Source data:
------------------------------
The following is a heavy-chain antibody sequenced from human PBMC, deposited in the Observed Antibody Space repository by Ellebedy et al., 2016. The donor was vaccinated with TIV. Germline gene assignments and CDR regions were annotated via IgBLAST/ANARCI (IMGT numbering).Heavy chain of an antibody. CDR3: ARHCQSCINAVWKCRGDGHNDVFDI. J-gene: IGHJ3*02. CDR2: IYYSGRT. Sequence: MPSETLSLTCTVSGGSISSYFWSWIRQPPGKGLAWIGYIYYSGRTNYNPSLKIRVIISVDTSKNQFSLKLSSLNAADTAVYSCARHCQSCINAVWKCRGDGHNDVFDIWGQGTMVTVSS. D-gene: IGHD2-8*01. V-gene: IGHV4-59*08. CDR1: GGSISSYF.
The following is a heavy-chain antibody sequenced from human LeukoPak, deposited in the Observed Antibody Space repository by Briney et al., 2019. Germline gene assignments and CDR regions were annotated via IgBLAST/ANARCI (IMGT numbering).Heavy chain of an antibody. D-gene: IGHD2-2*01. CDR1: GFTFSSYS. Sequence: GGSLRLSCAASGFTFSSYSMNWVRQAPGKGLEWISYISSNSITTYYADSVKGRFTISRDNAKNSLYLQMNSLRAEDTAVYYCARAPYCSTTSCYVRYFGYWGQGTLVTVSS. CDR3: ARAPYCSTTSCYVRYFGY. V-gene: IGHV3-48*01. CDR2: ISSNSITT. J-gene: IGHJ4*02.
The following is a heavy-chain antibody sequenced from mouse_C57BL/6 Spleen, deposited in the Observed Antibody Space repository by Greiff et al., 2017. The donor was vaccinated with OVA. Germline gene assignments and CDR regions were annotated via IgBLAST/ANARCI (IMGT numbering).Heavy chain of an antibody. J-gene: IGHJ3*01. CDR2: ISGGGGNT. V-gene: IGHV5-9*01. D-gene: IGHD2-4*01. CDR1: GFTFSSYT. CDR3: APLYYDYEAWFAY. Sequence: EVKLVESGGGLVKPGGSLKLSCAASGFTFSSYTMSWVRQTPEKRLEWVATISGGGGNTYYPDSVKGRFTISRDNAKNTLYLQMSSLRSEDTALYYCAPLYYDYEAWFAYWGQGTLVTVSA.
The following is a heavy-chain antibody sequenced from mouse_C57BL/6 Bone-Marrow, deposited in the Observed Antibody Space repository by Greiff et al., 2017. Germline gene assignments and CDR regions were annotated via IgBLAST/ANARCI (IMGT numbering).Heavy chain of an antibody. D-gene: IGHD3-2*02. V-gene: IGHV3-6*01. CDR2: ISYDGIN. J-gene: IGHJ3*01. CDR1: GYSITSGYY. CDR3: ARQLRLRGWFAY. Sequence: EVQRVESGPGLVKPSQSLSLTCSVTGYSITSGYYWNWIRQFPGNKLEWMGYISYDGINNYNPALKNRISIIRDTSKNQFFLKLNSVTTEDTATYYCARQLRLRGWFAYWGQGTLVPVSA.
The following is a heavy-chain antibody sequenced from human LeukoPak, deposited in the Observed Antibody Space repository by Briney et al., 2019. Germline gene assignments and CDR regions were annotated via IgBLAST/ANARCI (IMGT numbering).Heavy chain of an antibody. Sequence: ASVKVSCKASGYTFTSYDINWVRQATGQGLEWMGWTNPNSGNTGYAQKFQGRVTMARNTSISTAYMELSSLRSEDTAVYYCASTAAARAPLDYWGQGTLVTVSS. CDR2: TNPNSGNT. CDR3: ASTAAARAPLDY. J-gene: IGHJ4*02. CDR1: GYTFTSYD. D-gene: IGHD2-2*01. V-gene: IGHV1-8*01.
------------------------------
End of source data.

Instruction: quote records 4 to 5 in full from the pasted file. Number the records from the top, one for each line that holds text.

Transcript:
The following is a heavy-chain antibody sequenced from mouse_C57BL/6 Bone-Marrow, deposited in the Observed Antibody Space repository by Greiff et al., 2017. Germline gene assignments and CDR regions were annotated via IgBLAST/ANARCI (IMGT numbering).Heavy chain of an antibody. D-gene: IGHD3-2*02. V-gene: IGHV3-6*01. CDR2: ISYDGIN. J-gene: IGHJ3*01. CDR1: GYSITSGYY. CDR3: ARQLRLRGWFAY. Sequence: EVQRVESGPGLVKPSQSLSLTCSVTGYSITSGYYWNWIRQFPGNKLEWMGYISYDGINNYNPALKNRISIIRDTSKNQFFLKLNSVTTEDTATYYCARQLRLRGWFAYWGQGTLVPVSA.
The following is a heavy-chain antibody sequenced from human LeukoPak, deposited in the Observed Antibody Space repository by Briney et al., 2019. Germline gene assignments and CDR regions were annotated via IgBLAST/ANARCI (IMGT numbering).Heavy chain of an antibody. Sequence: ASVKVSCKASGYTFTSYDINWVRQATGQGLEWMGWTNPNSGNTGYAQKFQGRVTMARNTSISTAYMELSSLRSEDTAVYYCASTAAARAPLDYWGQGTLVTVSS. CDR2: TNPNSGNT. CDR3: ASTAAARAPLDY. J-gene: IGHJ4*02. CDR1: GYTFTSYD. D-gene: IGHD2-2*01. V-gene: IGHV1-8*01.